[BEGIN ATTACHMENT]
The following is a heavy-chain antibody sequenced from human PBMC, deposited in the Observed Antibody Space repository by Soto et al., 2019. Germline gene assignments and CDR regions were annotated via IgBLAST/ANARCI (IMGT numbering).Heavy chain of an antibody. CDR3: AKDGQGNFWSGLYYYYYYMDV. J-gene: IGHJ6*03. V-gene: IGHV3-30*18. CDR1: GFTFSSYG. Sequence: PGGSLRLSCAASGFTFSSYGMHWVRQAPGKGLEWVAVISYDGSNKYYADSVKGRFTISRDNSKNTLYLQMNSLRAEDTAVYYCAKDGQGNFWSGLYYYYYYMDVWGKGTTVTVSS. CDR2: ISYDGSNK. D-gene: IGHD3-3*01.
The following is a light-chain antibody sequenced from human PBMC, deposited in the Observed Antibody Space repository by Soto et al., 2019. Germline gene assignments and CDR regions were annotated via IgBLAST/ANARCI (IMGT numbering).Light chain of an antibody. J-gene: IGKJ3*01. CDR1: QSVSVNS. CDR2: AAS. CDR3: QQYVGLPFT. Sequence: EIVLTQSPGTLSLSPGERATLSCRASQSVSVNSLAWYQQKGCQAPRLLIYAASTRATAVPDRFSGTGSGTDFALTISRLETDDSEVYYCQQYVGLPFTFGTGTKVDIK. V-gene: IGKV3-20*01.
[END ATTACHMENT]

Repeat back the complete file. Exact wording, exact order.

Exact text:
The following is a heavy-chain antibody sequenced from human PBMC, deposited in the Observed Antibody Space repository by Soto et al., 2019. Germline gene assignments and CDR regions were annotated via IgBLAST/ANARCI (IMGT numbering).Heavy chain of an antibody. CDR3: AKDGQGNFWSGLYYYYYYMDV. J-gene: IGHJ6*03. V-gene: IGHV3-30*18. CDR1: GFTFSSYG. Sequence: PGGSLRLSCAASGFTFSSYGMHWVRQAPGKGLEWVAVISYDGSNKYYADSVKGRFTISRDNSKNTLYLQMNSLRAEDTAVYYCAKDGQGNFWSGLYYYYYYMDVWGKGTTVTVSS. CDR2: ISYDGSNK. D-gene: IGHD3-3*01.
The following is a light-chain antibody sequenced from human PBMC, deposited in the Observed Antibody Space repository by Soto et al., 2019. Germline gene assignments and CDR regions were annotated via IgBLAST/ANARCI (IMGT numbering).Light chain of an antibody. J-gene: IGKJ3*01. CDR1: QSVSVNS. CDR2: AAS. CDR3: QQYVGLPFT. Sequence: EIVLTQSPGTLSLSPGERATLSCRASQSVSVNSLAWYQQKGCQAPRLLIYAASTRATAVPDRFSGTGSGTDFALTISRLETDDSEVYYCQQYVGLPFTFGTGTKVDIK. V-gene: IGKV3-20*01.